Sunday, August 7, 2011

Mixed Company (1974)


Directed by Melville Shavelson. White family adopts a black kid, a Korean kid and a native American. Awkwardness ensues. The weirdest thing about it is that it vacillates between trite dialog and many scenes that feature situations that would really happen given the premise of the movie but you'd never see in any piece of shit a studio tried to make these days with this premise.

Of the many reasons to see this movie, if you are my age (44) one reason is to see Haywood Nelson, the young black actor who plays Freddie. At 14, his very young look lets him play an 11-year old here, but within two years he'd play Dwayne on TV's "What's Happening!" It's funny how much this kid aged in two years. Also, it occurs to me that Dwayne's catchphrase was the same as Fat Albert's ("Hey hey hey!") with only a slight variation on pacing the "heys." Unimaginative.

When orphan Freddie is first brought home to meet the Morrison family, the father, Pete (Joseph Bologna) calls him a spade, and the youngest daughter says she's going to lock her doors. Throughout the film, a good deal of comic gold is mined from the fact that the youngest daughter, at the age of six or so, seems to have established a solidly irreversible personality as a bigot. Anyway, in part because he seems to be pretty good at basketball, Freddie is adopted despite Pete's insistence that "it's hard enough to love your real kids."

Because almost nobody in the Morrison's community has ever seen a black person, Freddie is either greeted with hatred or patronizing special treatment, such as the school teacher who assures him that until he catches up with the other children, he will not have the added burden of homework, and if he is unable to measure up with the other children he will not be blamed, the archaic and ignorant educational system will be considered at fault. While the script loses point for lack of subtlety, the story gets a point for a consideration lost on most people these days.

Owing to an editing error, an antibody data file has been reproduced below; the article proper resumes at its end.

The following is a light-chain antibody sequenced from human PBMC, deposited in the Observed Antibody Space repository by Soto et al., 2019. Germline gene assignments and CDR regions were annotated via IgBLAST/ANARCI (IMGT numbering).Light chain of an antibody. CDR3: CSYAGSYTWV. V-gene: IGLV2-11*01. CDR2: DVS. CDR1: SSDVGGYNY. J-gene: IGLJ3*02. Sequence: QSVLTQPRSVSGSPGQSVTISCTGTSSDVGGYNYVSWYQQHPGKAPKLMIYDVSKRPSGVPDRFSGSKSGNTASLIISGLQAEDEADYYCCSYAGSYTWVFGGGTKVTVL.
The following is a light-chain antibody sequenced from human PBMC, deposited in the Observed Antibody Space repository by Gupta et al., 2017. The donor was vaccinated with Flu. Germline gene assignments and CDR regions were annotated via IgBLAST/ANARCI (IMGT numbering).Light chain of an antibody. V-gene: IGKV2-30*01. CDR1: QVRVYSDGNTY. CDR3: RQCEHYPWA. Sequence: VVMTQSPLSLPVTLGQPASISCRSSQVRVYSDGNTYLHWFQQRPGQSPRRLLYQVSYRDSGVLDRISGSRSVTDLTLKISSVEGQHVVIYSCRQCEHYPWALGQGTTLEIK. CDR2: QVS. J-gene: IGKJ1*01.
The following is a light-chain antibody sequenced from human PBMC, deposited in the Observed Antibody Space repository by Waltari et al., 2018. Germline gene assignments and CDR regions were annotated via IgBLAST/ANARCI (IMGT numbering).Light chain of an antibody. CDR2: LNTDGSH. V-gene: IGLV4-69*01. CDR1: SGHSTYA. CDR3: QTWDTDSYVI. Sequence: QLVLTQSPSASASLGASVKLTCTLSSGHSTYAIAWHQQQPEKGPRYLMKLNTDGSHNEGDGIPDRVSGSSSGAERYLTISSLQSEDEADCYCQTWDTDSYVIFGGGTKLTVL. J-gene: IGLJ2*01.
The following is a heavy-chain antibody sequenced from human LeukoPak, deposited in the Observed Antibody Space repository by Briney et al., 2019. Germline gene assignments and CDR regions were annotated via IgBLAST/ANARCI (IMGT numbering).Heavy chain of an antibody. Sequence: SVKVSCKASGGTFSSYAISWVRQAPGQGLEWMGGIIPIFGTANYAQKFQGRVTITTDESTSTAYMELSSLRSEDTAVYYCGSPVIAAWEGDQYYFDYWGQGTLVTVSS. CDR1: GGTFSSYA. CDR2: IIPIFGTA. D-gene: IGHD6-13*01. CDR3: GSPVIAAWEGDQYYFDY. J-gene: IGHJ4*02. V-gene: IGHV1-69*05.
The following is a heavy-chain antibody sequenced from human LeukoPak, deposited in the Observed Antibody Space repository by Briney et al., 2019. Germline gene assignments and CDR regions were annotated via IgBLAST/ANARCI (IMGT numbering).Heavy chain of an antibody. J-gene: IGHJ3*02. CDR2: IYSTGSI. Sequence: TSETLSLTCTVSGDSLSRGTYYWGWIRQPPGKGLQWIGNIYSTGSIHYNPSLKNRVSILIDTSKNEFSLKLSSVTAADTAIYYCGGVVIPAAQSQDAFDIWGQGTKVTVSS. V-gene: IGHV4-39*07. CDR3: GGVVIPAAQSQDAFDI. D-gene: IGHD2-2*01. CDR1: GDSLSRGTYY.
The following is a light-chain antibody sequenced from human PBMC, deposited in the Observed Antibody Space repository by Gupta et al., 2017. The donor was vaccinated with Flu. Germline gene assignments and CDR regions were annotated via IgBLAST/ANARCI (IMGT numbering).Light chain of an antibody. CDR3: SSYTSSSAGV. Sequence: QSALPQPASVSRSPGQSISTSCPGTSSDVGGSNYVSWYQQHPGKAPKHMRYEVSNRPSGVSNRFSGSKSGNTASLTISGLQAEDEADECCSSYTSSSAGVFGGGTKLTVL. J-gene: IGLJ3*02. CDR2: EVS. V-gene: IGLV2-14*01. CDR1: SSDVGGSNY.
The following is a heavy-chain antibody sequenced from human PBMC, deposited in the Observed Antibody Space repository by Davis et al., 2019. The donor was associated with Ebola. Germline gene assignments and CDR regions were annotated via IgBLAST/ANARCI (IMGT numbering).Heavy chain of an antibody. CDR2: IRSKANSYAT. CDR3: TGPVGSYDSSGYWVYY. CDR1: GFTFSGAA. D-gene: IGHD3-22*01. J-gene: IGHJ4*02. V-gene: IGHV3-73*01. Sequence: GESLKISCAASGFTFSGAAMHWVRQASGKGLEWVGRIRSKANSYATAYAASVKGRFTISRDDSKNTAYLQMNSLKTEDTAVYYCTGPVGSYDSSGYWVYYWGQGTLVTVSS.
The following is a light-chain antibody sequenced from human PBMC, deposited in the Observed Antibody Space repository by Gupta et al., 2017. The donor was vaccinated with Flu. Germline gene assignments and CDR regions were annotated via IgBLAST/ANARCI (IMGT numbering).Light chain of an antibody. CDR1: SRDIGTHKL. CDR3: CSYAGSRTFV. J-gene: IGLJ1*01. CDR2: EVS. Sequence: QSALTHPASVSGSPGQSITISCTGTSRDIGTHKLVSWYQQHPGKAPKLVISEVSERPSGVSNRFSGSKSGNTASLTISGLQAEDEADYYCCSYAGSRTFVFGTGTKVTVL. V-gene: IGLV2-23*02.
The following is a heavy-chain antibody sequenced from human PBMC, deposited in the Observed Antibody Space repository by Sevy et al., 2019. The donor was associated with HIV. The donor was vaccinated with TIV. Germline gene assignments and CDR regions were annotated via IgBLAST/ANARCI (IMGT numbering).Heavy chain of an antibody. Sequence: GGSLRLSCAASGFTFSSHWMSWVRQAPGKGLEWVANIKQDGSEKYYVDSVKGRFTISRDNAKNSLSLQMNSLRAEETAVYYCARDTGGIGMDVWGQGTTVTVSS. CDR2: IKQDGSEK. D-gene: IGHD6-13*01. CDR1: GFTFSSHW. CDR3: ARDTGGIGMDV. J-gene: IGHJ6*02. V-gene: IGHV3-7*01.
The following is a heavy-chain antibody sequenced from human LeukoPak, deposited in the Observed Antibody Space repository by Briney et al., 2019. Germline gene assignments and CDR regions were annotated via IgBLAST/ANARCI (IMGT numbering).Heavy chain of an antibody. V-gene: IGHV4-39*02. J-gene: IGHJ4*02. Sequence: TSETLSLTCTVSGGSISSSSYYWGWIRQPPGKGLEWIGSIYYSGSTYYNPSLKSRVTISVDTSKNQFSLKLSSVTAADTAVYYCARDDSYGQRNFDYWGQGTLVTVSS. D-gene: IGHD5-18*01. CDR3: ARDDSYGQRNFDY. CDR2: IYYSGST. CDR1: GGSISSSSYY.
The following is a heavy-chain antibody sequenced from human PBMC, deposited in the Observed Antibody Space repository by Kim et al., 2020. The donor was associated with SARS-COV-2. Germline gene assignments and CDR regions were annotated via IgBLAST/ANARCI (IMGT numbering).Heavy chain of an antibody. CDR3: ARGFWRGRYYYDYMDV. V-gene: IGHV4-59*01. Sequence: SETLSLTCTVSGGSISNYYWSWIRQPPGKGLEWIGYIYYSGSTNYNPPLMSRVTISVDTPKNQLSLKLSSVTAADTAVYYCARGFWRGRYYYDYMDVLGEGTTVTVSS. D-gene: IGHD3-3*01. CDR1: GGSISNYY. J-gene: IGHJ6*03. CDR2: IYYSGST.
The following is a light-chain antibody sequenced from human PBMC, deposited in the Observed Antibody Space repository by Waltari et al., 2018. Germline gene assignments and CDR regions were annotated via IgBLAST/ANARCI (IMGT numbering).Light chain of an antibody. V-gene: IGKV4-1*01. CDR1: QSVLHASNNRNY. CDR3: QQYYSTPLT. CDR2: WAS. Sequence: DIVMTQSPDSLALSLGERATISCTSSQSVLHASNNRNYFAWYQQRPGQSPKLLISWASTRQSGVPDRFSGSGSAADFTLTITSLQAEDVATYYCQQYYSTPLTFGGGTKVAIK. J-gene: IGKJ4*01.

When Freddie's assimilation dead ends because of the alternating doses of hatred and condescension, the bright idea is to adopt more kids, kind of like when the animal shelter tells you that you should only adopt cats in pairs. So the Morrison's adopt Quan, who the children all call a slope until she locks herself in a closet and cries, and a native American boy who apparently isn't important enough to get a screen credit.

Though for all of its frank dialog, "Mixed Company" was a crazily non-challenging move for director Meville Shavelson, who had essentially made the Brady Bunch Movie several times during his career; in addition to "Mixed Company" there's "Yours, Mine and Ours" (1968), "Houseboat" (1958) and "The Seven Little Foys" (1955), all of which are comic dramas or dramatic comedies about serendipitous/reluctant family situations.

Not suprising is that one of Shavelson's closest friends was Sherwood Schwartz, who "created" the Brady Bunch presumably by staring at Shavelson for 90 seconds. And then get this; in the 1973 season of the "Brady Bunch," Schwartz used an episode to test drive an idea for a TV pilot that would be called "Kelly's Kids," about a family that adopts a black child, an Asian child and a native American child. "Kelly's Kids" never happened, but Schwartz rebooted the idea twice more with "Together We Stand" in 1986 and "Nothing Is Easy" in 1987.

By the way, in this movie Joseph Bologna plays the coach of the Phoenix Suns, who take a beating as a shit team, although in 1974 they'd hardly set the world on fire. However, the season following the year this movie was released, the Suns went all the way to the finals and even though the Boston Celtics took the title, I have a theory that the message of racial unity behind this movie is what turned them around unless it was acquiring guard Paul Westphal and forward Gar Heard.

Normally about here I say whether I would recommend this movie or not, but I'll let this description speak for itself. I'll also mention that I enjoyed the brief appearance of the character Milton, unless he was named Marvin, since Shavelson seems to have left a blooper in the flick.

3 comments:

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  2. I didn't know Sherwood Schwartz was responsible for the forgotten sitcom "Together We Stand," but the later "Nothing is Easy" was actually the same show after being on hiatus for a few months. Elliott Gould decided he didn't want to play the dad on the show anymore, so they did the reasonable thing and killed off his character leaving the mom a grieving widow.

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